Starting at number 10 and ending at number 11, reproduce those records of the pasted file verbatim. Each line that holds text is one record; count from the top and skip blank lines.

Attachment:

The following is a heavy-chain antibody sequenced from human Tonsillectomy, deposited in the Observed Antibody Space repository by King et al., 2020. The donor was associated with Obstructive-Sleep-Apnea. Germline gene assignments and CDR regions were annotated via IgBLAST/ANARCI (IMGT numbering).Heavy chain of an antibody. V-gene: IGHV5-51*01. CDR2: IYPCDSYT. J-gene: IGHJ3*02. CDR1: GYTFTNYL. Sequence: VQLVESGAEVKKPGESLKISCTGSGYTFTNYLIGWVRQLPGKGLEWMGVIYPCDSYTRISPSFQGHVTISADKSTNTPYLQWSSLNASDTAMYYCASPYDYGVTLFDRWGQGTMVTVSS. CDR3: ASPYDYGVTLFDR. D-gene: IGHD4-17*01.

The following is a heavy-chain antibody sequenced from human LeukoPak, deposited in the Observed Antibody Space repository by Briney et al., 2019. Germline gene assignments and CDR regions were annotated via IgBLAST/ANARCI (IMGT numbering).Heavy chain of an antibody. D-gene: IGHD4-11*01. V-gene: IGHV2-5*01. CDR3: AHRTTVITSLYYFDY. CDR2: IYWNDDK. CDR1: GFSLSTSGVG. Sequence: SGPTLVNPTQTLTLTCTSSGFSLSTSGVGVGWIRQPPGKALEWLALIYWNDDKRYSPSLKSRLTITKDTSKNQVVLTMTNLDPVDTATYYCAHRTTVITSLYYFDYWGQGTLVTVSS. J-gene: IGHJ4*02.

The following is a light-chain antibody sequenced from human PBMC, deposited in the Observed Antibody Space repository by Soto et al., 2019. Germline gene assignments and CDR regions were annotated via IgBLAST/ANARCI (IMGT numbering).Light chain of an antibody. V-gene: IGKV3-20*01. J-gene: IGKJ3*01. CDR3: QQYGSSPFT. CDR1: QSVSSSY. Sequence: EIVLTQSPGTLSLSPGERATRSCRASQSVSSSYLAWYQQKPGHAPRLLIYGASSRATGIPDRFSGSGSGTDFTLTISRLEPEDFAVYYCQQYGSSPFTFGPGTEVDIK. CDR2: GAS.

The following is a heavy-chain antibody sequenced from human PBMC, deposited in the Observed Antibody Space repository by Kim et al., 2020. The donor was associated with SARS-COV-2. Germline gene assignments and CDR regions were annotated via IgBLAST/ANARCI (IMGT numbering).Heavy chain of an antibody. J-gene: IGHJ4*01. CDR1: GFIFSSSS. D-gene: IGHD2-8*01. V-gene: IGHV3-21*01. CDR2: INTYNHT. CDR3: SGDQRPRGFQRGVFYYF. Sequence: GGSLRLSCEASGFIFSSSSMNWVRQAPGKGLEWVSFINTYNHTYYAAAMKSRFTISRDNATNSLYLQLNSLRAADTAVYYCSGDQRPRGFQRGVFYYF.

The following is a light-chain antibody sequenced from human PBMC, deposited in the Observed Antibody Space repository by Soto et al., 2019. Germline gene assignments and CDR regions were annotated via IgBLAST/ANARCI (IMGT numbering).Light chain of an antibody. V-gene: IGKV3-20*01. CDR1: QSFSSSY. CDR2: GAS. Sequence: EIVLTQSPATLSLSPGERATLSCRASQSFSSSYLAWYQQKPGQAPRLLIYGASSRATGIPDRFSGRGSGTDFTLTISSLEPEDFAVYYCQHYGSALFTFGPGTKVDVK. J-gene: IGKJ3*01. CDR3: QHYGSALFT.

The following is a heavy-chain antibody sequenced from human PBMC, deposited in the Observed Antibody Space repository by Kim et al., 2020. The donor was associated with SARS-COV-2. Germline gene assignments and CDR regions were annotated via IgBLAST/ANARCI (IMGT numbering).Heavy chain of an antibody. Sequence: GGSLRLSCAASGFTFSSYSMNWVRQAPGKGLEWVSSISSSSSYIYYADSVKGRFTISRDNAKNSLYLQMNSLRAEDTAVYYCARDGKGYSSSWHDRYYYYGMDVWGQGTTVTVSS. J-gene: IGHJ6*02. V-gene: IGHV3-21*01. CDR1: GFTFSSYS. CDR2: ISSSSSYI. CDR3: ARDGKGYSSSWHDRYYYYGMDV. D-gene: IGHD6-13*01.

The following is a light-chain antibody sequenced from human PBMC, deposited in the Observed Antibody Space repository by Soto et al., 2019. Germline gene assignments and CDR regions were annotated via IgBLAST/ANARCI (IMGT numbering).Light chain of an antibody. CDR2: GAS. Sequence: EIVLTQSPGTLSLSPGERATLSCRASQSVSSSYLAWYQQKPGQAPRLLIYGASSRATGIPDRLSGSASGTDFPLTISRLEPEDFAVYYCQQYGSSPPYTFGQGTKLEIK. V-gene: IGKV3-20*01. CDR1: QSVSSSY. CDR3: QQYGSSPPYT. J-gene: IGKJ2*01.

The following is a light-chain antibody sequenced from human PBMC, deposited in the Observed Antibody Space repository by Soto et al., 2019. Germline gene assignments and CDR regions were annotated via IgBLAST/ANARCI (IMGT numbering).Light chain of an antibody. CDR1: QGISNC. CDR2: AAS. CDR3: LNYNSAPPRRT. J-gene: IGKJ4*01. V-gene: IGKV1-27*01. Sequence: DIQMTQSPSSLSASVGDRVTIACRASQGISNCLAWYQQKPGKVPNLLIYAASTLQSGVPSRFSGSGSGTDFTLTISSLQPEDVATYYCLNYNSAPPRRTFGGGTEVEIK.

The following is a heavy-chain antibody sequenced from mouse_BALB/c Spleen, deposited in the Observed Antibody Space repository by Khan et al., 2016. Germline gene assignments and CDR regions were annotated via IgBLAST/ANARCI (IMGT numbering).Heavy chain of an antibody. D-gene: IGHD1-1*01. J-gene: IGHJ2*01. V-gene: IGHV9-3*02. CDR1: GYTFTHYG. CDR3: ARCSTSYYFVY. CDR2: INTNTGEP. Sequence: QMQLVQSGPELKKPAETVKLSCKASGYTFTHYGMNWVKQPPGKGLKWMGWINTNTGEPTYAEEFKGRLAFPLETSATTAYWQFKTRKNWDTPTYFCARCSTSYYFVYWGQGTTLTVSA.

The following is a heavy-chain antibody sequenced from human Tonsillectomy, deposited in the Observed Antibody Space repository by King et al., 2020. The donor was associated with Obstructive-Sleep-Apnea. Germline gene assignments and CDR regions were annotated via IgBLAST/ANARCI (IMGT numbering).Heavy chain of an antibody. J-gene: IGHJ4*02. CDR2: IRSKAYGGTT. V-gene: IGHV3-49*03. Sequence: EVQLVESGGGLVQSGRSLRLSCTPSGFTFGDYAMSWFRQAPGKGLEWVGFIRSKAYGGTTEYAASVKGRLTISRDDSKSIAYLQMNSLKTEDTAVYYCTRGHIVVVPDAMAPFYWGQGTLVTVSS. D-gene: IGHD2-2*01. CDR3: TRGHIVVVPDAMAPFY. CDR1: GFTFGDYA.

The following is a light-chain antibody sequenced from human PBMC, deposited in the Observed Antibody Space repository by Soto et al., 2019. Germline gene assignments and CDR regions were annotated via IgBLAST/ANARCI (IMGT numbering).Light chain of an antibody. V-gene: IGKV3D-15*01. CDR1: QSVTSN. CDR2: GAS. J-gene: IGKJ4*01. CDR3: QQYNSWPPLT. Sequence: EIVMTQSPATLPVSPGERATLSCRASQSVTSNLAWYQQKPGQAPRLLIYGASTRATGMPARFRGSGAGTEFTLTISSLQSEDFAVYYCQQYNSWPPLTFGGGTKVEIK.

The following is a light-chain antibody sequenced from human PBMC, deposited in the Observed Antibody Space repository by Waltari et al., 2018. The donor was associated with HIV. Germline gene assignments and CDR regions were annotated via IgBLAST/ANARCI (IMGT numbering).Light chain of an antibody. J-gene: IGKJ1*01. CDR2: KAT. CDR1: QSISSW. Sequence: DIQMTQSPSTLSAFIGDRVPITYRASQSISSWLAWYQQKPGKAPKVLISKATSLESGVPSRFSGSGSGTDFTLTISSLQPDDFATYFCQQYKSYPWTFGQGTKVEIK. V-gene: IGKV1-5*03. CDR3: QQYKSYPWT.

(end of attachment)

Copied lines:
The following is a heavy-chain antibody sequenced from human Tonsillectomy, deposited in the Observed Antibody Space repository by King et al., 2020. The donor was associated with Obstructive-Sleep-Apnea. Germline gene assignments and CDR regions were annotated via IgBLAST/ANARCI (IMGT numbering).Heavy chain of an antibody. J-gene: IGHJ4*02. CDR2: IRSKAYGGTT. V-gene: IGHV3-49*03. Sequence: EVQLVESGGGLVQSGRSLRLSCTPSGFTFGDYAMSWFRQAPGKGLEWVGFIRSKAYGGTTEYAASVKGRLTISRDDSKSIAYLQMNSLKTEDTAVYYCTRGHIVVVPDAMAPFYWGQGTLVTVSS. D-gene: IGHD2-2*01. CDR3: TRGHIVVVPDAMAPFY. CDR1: GFTFGDYA.

The following is a light-chain antibody sequenced from human PBMC, deposited in the Observed Antibody Space repository by Soto et al., 2019. Germline gene assignments and CDR regions were annotated via IgBLAST/ANARCI (IMGT numbering).Light chain of an antibody. V-gene: IGKV3D-15*01. CDR1: QSVTSN. CDR2: GAS. J-gene: IGKJ4*01. CDR3: QQYNSWPPLT. Sequence: EIVMTQSPATLPVSPGERATLSCRASQSVTSNLAWYQQKPGQAPRLLIYGASTRATGMPARFRGSGAGTEFTLTISSLQSEDFAVYYCQQYNSWPPLTFGGGTKVEIK.